November 1, 2012

Madison police chief apologizes to the homeless for the removal of their belongings left on the public sidewalks.

"Madison Police Chief Noble Wray was contrite Tuesday when he met with a group of homeless people..."
The official report  on the incident released by the Madison Police Department on Oct. 11 describes the confiscated property as not only bed rolls and suitcases, but cardboard boxes, grocery bags, trash bags, and containers of alcohol. “Many items were wet and appeared to have been left for several days,” the report says. Wray is quoted as saying it is a “tough job” to manage public spaces, particularly in the area of the Capitol Square, where, the report says “property – with no identification – is often abandoned, or left unattended or long periods of time.”
While I don't think what the police did was wrong and there's no need to be "contrite," there are many good aspects to the sympathetic communication with the troubled citizens we see in this video:

78 comments:

Quayle said...

So, the $64,000 question is: in a city as "progressive" as Madison, why are there ANY homeless?

Carnifex said...

How many homeless people died from Sandy, and how many people with homes?

Dave said...

Homeless people will gravitate to Madison precisely because of this kind of sympathetic treatment, which is laudable IMO.

SteveR said...

Quayle raises a good point. Who really expects the government to do anything about homelessness? Or do some people just feel better to have a lot of tax (or borrowed from China) money spent to create programs.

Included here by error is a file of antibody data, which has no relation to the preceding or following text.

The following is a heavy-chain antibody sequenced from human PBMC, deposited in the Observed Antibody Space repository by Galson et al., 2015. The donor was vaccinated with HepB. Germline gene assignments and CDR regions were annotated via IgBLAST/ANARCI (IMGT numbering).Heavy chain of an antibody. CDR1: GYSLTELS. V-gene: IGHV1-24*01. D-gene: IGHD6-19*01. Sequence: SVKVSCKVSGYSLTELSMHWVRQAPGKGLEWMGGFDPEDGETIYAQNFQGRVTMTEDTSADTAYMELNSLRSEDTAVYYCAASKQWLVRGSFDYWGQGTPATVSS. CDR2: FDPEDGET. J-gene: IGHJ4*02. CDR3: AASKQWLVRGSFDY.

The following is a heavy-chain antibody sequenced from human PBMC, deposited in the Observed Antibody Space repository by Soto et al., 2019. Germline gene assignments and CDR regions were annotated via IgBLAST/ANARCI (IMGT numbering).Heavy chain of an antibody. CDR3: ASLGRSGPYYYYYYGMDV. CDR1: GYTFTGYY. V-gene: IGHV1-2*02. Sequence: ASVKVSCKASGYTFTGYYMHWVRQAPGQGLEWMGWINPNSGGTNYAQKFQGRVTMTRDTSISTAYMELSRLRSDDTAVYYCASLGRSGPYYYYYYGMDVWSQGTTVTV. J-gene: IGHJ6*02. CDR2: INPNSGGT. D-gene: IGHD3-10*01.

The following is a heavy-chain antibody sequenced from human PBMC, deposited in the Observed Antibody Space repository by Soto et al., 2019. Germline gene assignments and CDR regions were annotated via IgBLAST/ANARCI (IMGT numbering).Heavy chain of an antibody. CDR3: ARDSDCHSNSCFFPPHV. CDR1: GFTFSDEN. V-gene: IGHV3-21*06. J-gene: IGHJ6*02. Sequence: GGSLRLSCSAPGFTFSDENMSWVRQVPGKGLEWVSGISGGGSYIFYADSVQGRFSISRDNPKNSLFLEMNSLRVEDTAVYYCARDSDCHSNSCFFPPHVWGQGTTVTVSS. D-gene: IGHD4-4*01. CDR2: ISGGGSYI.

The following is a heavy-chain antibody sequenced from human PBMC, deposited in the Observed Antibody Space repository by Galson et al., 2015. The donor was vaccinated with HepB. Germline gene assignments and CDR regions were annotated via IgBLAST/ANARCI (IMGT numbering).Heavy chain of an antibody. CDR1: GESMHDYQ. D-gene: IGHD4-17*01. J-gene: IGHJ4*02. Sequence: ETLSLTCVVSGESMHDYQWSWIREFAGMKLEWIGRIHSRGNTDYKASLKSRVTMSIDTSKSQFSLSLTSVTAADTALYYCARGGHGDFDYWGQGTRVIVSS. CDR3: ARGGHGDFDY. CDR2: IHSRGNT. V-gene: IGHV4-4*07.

In any case be homeless over there, not here.

Chuck66 said...

Qu and SteveR...exactly. In what is almost a perfect liberal city, there should be 100% employment, and for those that don't work, 100% housing.

Do they have zoning laws in Madison? Are they selectively inforced?

J Scott said...

Most good progressives hold both thoughts in their head at the same time, that people living on the streets is a personal lifestyle choice, and that it's the evil capitalists that have forced them to live on the street.

It's remarkable the cognitive space they have to hold these kinds of thoughts together.

Lyle said...

I'm all for the police being more sympathetic.

Often they act like citizens aren't citizens... even our bums.

I also don't disagree with what they did.

Chuck66 said...

Dave....to me, sympathetic treatment to the homeless would be to give them treatment (for those with mental or substance problems), job training, then get them a job at Wal-Mart or someplace that does entry level jobs for those with little job skills.

Saying, "you can camp out and keep your stuff in our main downtown parks" is not doing anyone any favors.

campy said...

I thought homelessness ended when Obama was elected.

chrisnavin.com said...

Well, Carnifex, I'll bet that Madison is working on bus vouchers for the homeless, tent cities, new social programs that direct giving where it needs to go and sensitivity awareness seminars for police, fire and other civil services. They're relentlessly hammering away and redirecting tax dollars through the legislature to their pet projects and causes, and general activism.